The MU International Office is the first point of contact for international students applying for full-degree, Erasmus, Study Abroad, and Summer School programmes, and supports MU students who wish to study abroad.
At the Department of English we have a strong commitment to Graduate Studies and Continuous Professional Development.
Our MA, MLitt and PhD programmes build on the notable international expertise of our faculty in Irish literature and drama; postcolonial studies; gender; and literary theory. Our Higher Diploma in English is designed for applicants who already hold a BA or comparable degree, and who wish to add English to their list of qualifications.
Our Graduate students become part of a Department that is committed to scholarly excellence and to expanding the boundaries of knowledge in the fields of literature and cultural theory. As part of our graduate community, you will have access to specialised Department Research seminars featuring new research by our faculty and also invited speakers.
Please read on to find a programme of study that matches your interests and ambitions.
The Higher Diploma in English is a programme designed for applicants who already hold a BA or comparable degree, and who wish to enhance their qualification with the addition of English. It is particularly useful for applicants who may already be teachers, or who wish to qualify as teachers in the future, and who would like to have the background to teach English to Leaving Certificate level. The programme may also be of interest to applicants who already hold an undergraduate qualification in another subject, and simply want to study English out of interest in the subject. Modules range from courses on Shakespeare, the Victorian Novel, to Modernism, Postmodernism, and Irish and World Literatures.
The Full-time Higher Diploma, CAO/PAC code: MHK70, requires a student to take both Second and Third Year English from the BA programme in a single year, amounting to 60 credits in English.
The Part-time Higher Diploma, CAO/PAC code: MHK71, requires a student to take Second and Third Year English from the BA programme over two-years, amounting to 60 credits in English. Students may choose any combination of 30 credits from the modules offered each year.
Additional First Year English modules may be added, if required.
We live in a moment where the key discourses which have dominated our understanding of the world – of politics, economics and culture at large – suddenly seem inadequate to the task of engaging with an allegedly ‘post-truth’ environment. New discourses are struggling to emerge; some old ones appear once again to be urgently relevant. The political challenges now confronting us are urgent and manifold, and demand serious critical thinking. These include: inequality, migration, climate change, neo-imperialism, neo-nationalism and isolationism, the exploitations and depredations of global capitalism and resurgent misogyny and racism. The MA in Literatures of Engagement addresses this sense of crisis by recognising the significant role that literature – and the critical discourses associated with the study of literature – have in both reproducing and analysing cultural values and ideologies, but also in articulating responses and resistance to those. The programme is underpinned by a conviction that any critique of contemporary culture must be rooted in an informed understanding of historical currents shaping the present.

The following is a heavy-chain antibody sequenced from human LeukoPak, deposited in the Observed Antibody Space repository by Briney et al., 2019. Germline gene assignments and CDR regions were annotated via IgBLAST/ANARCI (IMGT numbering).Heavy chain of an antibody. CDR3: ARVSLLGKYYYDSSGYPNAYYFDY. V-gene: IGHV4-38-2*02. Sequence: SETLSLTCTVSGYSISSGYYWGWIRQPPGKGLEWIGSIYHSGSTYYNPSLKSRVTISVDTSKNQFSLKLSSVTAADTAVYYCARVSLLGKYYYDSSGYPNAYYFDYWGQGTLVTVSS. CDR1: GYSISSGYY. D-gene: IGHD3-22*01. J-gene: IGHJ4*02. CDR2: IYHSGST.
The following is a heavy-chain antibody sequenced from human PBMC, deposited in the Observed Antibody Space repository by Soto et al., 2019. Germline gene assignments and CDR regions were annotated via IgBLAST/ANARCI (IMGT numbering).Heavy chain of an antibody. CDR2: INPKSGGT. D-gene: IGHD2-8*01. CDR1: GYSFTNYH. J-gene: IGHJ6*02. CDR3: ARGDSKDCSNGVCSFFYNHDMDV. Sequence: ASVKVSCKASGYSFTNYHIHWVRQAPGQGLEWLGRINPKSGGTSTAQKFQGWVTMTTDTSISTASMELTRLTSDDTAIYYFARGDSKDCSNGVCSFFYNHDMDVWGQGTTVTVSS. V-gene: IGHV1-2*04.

The Department of English at Maynooth has an international reputation for producing radical and politically-engaged cultural criticism. This MA will help you to develop skills in creative critical thinking and argument, promote intellectual curiosity and excitement, and affirm the intrinsic and non-instrumental value of education as a social good.
You will benefit from the instruction of committed and energetic scholars working at the forefront of their fields, with research specialisms which include Irish Studies, American, African and comparative literature, Renaissance Studies, and digital humanities. The MA addresses questions of: ecology; economy; diversity; gender, sexuality and race relations; borders; citizenship; terrorism; sovereignty; imperialism; migration and refugees. These questions are addressed using an intersectional model, drawing on key currents in literary and cultural theory: postcolonialism, feminism and gender studies, Marxism and ecocriticism. Through their choice of elective modules and a dissertation topic, students will have the opportunity to pursue their specific research interests.
The MA in Literatures of Engagement will develop its students’ skills in critical analysis, argument, persuasion, and communication, and equip them with the ability and initiative to be engaged, responsible, and informed global citizens.